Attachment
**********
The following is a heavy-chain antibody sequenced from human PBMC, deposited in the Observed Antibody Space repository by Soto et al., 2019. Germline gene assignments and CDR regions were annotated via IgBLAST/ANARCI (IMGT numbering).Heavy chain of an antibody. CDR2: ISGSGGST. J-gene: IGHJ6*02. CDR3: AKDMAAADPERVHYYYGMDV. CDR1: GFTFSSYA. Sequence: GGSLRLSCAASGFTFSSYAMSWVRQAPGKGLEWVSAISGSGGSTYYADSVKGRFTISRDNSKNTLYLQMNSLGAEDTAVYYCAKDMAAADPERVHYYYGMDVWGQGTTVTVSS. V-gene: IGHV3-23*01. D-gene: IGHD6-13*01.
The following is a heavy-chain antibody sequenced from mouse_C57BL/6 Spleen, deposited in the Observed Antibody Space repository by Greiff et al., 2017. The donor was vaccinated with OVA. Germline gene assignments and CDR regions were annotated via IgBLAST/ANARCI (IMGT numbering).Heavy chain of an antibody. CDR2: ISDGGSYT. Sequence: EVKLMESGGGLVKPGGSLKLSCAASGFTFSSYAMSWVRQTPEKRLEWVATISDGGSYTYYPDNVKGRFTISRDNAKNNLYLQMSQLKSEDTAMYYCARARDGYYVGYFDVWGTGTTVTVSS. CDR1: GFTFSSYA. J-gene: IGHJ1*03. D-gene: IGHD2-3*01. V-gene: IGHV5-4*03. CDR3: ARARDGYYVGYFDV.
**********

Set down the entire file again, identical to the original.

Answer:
The following is a heavy-chain antibody sequenced from human PBMC, deposited in the Observed Antibody Space repository by Soto et al., 2019. Germline gene assignments and CDR regions were annotated via IgBLAST/ANARCI (IMGT numbering).Heavy chain of an antibody. CDR2: ISGSGGST. J-gene: IGHJ6*02. CDR3: AKDMAAADPERVHYYYGMDV. CDR1: GFTFSSYA. Sequence: GGSLRLSCAASGFTFSSYAMSWVRQAPGKGLEWVSAISGSGGSTYYADSVKGRFTISRDNSKNTLYLQMNSLGAEDTAVYYCAKDMAAADPERVHYYYGMDVWGQGTTVTVSS. V-gene: IGHV3-23*01. D-gene: IGHD6-13*01.
The following is a heavy-chain antibody sequenced from mouse_C57BL/6 Spleen, deposited in the Observed Antibody Space repository by Greiff et al., 2017. The donor was vaccinated with OVA. Germline gene assignments and CDR regions were annotated via IgBLAST/ANARCI (IMGT numbering).Heavy chain of an antibody. CDR2: ISDGGSYT. Sequence: EVKLMESGGGLVKPGGSLKLSCAASGFTFSSYAMSWVRQTPEKRLEWVATISDGGSYTYYPDNVKGRFTISRDNAKNNLYLQMSQLKSEDTAMYYCARARDGYYVGYFDVWGTGTTVTVSS. CDR1: GFTFSSYA. J-gene: IGHJ1*03. D-gene: IGHD2-3*01. V-gene: IGHV5-4*03. CDR3: ARARDGYYVGYFDV.